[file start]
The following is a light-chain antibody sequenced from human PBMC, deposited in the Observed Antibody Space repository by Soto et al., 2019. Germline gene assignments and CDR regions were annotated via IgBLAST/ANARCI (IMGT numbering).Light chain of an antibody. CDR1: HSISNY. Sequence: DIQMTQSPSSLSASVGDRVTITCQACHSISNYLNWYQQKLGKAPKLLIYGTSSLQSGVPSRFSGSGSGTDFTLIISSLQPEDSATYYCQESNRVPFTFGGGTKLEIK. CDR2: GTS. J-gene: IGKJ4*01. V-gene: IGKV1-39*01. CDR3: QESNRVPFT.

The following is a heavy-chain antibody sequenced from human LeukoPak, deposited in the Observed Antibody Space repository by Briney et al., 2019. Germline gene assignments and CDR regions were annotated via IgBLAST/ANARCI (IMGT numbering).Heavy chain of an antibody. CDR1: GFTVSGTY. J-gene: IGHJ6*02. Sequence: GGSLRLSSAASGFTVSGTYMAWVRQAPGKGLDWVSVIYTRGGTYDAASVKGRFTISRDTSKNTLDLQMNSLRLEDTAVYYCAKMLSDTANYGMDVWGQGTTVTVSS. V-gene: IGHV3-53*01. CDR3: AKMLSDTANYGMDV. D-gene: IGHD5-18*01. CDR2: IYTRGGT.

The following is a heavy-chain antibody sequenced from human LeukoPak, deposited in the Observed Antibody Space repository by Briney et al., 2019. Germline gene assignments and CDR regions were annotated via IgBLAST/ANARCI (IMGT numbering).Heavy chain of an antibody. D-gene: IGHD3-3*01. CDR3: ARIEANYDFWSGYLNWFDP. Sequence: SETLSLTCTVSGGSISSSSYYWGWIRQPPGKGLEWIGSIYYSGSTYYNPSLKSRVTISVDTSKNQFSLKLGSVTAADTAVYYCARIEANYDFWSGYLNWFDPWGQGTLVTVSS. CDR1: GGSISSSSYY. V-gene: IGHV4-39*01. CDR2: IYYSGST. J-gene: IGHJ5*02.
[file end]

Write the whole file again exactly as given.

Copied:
The following is a light-chain antibody sequenced from human PBMC, deposited in the Observed Antibody Space repository by Soto et al., 2019. Germline gene assignments and CDR regions were annotated via IgBLAST/ANARCI (IMGT numbering).Light chain of an antibody. CDR1: HSISNY. Sequence: DIQMTQSPSSLSASVGDRVTITCQACHSISNYLNWYQQKLGKAPKLLIYGTSSLQSGVPSRFSGSGSGTDFTLIISSLQPEDSATYYCQESNRVPFTFGGGTKLEIK. CDR2: GTS. J-gene: IGKJ4*01. V-gene: IGKV1-39*01. CDR3: QESNRVPFT.

The following is a heavy-chain antibody sequenced from human LeukoPak, deposited in the Observed Antibody Space repository by Briney et al., 2019. Germline gene assignments and CDR regions were annotated via IgBLAST/ANARCI (IMGT numbering).Heavy chain of an antibody. CDR1: GFTVSGTY. J-gene: IGHJ6*02. Sequence: GGSLRLSSAASGFTVSGTYMAWVRQAPGKGLDWVSVIYTRGGTYDAASVKGRFTISRDTSKNTLDLQMNSLRLEDTAVYYCAKMLSDTANYGMDVWGQGTTVTVSS. V-gene: IGHV3-53*01. CDR3: AKMLSDTANYGMDV. D-gene: IGHD5-18*01. CDR2: IYTRGGT.

The following is a heavy-chain antibody sequenced from human LeukoPak, deposited in the Observed Antibody Space repository by Briney et al., 2019. Germline gene assignments and CDR regions were annotated via IgBLAST/ANARCI (IMGT numbering).Heavy chain of an antibody. D-gene: IGHD3-3*01. CDR3: ARIEANYDFWSGYLNWFDP. Sequence: SETLSLTCTVSGGSISSSSYYWGWIRQPPGKGLEWIGSIYYSGSTYYNPSLKSRVTISVDTSKNQFSLKLGSVTAADTAVYYCARIEANYDFWSGYLNWFDPWGQGTLVTVSS. CDR1: GGSISSSSYY. V-gene: IGHV4-39*01. CDR2: IYYSGST. J-gene: IGHJ5*02.